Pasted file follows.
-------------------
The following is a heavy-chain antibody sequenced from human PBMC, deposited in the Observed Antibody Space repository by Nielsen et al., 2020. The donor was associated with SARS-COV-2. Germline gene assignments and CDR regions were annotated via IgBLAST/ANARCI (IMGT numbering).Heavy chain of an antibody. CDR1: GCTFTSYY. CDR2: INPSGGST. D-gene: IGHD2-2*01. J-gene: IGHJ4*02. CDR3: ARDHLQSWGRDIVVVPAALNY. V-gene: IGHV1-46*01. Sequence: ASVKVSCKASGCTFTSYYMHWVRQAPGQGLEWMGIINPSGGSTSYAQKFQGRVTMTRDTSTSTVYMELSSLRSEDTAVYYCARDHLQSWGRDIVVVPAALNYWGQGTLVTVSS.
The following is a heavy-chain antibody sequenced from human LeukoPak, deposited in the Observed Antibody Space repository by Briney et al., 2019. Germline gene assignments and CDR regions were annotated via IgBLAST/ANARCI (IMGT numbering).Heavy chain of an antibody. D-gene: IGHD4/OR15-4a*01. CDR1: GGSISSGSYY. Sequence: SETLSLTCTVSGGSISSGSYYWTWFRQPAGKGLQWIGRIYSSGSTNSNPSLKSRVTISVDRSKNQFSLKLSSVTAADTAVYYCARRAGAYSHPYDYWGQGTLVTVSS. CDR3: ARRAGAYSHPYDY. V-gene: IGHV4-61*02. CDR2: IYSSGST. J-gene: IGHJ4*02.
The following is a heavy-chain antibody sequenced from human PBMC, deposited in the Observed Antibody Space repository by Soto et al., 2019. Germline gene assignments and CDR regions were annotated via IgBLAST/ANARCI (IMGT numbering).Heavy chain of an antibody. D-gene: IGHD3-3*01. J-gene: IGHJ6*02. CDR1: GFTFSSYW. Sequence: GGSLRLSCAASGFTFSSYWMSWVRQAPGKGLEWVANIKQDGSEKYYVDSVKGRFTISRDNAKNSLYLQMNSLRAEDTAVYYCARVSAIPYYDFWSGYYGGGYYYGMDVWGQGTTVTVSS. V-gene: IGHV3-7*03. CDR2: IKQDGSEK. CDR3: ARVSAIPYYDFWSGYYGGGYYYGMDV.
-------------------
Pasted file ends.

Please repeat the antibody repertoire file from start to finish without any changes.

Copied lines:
The following is a heavy-chain antibody sequenced from human PBMC, deposited in the Observed Antibody Space repository by Nielsen et al., 2020. The donor was associated with SARS-COV-2. Germline gene assignments and CDR regions were annotated via IgBLAST/ANARCI (IMGT numbering).Heavy chain of an antibody. CDR1: GCTFTSYY. CDR2: INPSGGST. D-gene: IGHD2-2*01. J-gene: IGHJ4*02. CDR3: ARDHLQSWGRDIVVVPAALNY. V-gene: IGHV1-46*01. Sequence: ASVKVSCKASGCTFTSYYMHWVRQAPGQGLEWMGIINPSGGSTSYAQKFQGRVTMTRDTSTSTVYMELSSLRSEDTAVYYCARDHLQSWGRDIVVVPAALNYWGQGTLVTVSS.
The following is a heavy-chain antibody sequenced from human LeukoPak, deposited in the Observed Antibody Space repository by Briney et al., 2019. Germline gene assignments and CDR regions were annotated via IgBLAST/ANARCI (IMGT numbering).Heavy chain of an antibody. D-gene: IGHD4/OR15-4a*01. CDR1: GGSISSGSYY. Sequence: SETLSLTCTVSGGSISSGSYYWTWFRQPAGKGLQWIGRIYSSGSTNSNPSLKSRVTISVDRSKNQFSLKLSSVTAADTAVYYCARRAGAYSHPYDYWGQGTLVTVSS. CDR3: ARRAGAYSHPYDY. V-gene: IGHV4-61*02. CDR2: IYSSGST. J-gene: IGHJ4*02.
The following is a heavy-chain antibody sequenced from human PBMC, deposited in the Observed Antibody Space repository by Soto et al., 2019. Germline gene assignments and CDR regions were annotated via IgBLAST/ANARCI (IMGT numbering).Heavy chain of an antibody. D-gene: IGHD3-3*01. J-gene: IGHJ6*02. CDR1: GFTFSSYW. Sequence: GGSLRLSCAASGFTFSSYWMSWVRQAPGKGLEWVANIKQDGSEKYYVDSVKGRFTISRDNAKNSLYLQMNSLRAEDTAVYYCARVSAIPYYDFWSGYYGGGYYYGMDVWGQGTTVTVSS. V-gene: IGHV3-7*03. CDR2: IKQDGSEK. CDR3: ARVSAIPYYDFWSGYYGGGYYYGMDV.